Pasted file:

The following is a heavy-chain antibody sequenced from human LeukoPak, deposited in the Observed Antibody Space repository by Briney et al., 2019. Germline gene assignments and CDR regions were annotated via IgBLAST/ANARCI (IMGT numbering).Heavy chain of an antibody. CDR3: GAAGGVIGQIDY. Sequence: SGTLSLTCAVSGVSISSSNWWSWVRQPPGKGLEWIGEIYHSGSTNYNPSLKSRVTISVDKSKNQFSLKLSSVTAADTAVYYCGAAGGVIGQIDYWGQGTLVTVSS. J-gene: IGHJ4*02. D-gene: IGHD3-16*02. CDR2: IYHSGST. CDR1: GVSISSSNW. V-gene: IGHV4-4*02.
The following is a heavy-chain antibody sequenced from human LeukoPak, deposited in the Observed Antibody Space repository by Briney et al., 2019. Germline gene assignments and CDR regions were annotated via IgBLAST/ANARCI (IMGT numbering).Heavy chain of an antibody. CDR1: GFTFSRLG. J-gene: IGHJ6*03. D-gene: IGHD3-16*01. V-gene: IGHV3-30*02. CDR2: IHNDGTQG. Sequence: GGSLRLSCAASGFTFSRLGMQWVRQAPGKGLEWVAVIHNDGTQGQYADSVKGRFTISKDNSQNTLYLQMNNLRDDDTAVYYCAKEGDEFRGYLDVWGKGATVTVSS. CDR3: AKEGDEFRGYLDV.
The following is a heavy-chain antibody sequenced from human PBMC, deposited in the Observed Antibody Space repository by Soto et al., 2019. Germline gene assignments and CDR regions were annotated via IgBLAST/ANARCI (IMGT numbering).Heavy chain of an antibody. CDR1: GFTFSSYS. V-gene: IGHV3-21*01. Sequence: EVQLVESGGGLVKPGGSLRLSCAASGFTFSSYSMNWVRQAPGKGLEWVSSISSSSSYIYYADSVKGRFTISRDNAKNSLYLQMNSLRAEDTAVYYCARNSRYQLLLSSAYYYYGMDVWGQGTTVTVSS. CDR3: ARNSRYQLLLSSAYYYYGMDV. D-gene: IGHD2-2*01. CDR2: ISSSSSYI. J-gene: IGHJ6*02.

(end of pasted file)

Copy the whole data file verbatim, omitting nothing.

The following is a heavy-chain antibody sequenced from human LeukoPak, deposited in the Observed Antibody Space repository by Briney et al., 2019. Germline gene assignments and CDR regions were annotated via IgBLAST/ANARCI (IMGT numbering).Heavy chain of an antibody. CDR3: GAAGGVIGQIDY. Sequence: SGTLSLTCAVSGVSISSSNWWSWVRQPPGKGLEWIGEIYHSGSTNYNPSLKSRVTISVDKSKNQFSLKLSSVTAADTAVYYCGAAGGVIGQIDYWGQGTLVTVSS. J-gene: IGHJ4*02. D-gene: IGHD3-16*02. CDR2: IYHSGST. CDR1: GVSISSSNW. V-gene: IGHV4-4*02.
The following is a heavy-chain antibody sequenced from human LeukoPak, deposited in the Observed Antibody Space repository by Briney et al., 2019. Germline gene assignments and CDR regions were annotated via IgBLAST/ANARCI (IMGT numbering).Heavy chain of an antibody. CDR1: GFTFSRLG. J-gene: IGHJ6*03. D-gene: IGHD3-16*01. V-gene: IGHV3-30*02. CDR2: IHNDGTQG. Sequence: GGSLRLSCAASGFTFSRLGMQWVRQAPGKGLEWVAVIHNDGTQGQYADSVKGRFTISKDNSQNTLYLQMNNLRDDDTAVYYCAKEGDEFRGYLDVWGKGATVTVSS. CDR3: AKEGDEFRGYLDV.
The following is a heavy-chain antibody sequenced from human PBMC, deposited in the Observed Antibody Space repository by Soto et al., 2019. Germline gene assignments and CDR regions were annotated via IgBLAST/ANARCI (IMGT numbering).Heavy chain of an antibody. CDR1: GFTFSSYS. V-gene: IGHV3-21*01. Sequence: EVQLVESGGGLVKPGGSLRLSCAASGFTFSSYSMNWVRQAPGKGLEWVSSISSSSSYIYYADSVKGRFTISRDNAKNSLYLQMNSLRAEDTAVYYCARNSRYQLLLSSAYYYYGMDVWGQGTTVTVSS. CDR3: ARNSRYQLLLSSAYYYYGMDV. D-gene: IGHD2-2*01. CDR2: ISSSSSYI. J-gene: IGHJ6*02.